Google to offer Samaritans number to suicidal searchers

A Google Samaritan
A Google Samaritan

Google will serve up the number for the Samaritans hotline for people who are searching for suicide information – following a successful test in the US.

The search giant believes that it can provide people with a better option by giving them the number for the Samaritans help line, where people who are considering suicide can receive help and advice.

Targeted search results have received plenty of criticism for being a little invasive, but in this case it appears a perfect use of modern search technology.

Emotional support

The Samaritans provide confidential emotional support 24 hours a day for people who are suicidal or experiencing feelings of distress or despair – on the number 08457 90 90 90.

Google's UK Managing Director Matt Brittin said: "People turn to the Internet for information and advice all the time.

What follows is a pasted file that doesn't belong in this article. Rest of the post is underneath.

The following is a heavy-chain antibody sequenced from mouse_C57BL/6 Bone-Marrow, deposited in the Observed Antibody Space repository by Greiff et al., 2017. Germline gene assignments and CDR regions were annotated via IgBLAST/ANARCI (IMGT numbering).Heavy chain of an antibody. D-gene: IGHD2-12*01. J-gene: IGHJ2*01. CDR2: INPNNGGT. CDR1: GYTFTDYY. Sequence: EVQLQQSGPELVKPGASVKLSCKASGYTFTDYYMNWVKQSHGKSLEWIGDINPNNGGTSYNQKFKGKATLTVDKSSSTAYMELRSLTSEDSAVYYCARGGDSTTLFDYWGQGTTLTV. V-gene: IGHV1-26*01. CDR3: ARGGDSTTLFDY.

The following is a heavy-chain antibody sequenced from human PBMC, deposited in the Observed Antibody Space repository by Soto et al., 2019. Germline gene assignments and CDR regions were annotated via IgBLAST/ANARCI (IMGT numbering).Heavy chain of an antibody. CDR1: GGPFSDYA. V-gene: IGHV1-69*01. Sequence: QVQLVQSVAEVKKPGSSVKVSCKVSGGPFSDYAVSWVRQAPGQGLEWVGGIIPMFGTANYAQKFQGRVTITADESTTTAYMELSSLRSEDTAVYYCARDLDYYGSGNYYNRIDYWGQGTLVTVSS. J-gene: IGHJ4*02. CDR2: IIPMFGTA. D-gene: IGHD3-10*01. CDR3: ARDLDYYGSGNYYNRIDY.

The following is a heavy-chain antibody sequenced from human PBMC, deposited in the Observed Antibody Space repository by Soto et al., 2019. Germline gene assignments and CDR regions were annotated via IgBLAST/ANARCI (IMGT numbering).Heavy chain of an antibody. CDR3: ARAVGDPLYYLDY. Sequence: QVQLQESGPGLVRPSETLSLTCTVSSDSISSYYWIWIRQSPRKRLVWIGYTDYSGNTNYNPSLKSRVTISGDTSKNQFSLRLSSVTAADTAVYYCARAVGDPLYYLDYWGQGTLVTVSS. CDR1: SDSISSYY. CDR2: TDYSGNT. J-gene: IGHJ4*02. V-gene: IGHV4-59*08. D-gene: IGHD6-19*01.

"We hope that by adding a highly visible link on searches relating to suicide, Google can help guide those who are vulnerable, distressed or suicidal to the renowned expertise and support service offered by Samaritans."

Samaritans' Chief Executive Catherine Johnstone added: "We welcome this positive step by Google and we hope this new search tool that promotes Samaritans' helpline details will encourage distressed or suicidal people to seek help from a safe source.

"The Internet is a rapidly expanding phenomenon that allows people to access huge amounts of information, much of which is helpful but some of which can occasionally be dangerous.

"It is therefore important that vulnerable and distressed people are steered towards safe places such as Samaritans."

Patrick Goss

Patrick Goss is the ex-Editor in Chief of TechRadar. Patrick was a passionate and experienced journalist, and he has been lucky enough to work on some of the finest online properties on the planet, building audiences everywhere and establishing himself at the forefront of digital content.  After a long stint as the boss at TechRadar, Patrick has now moved on to a role with Apple, where he is the Managing Editor for the App Store in the UK.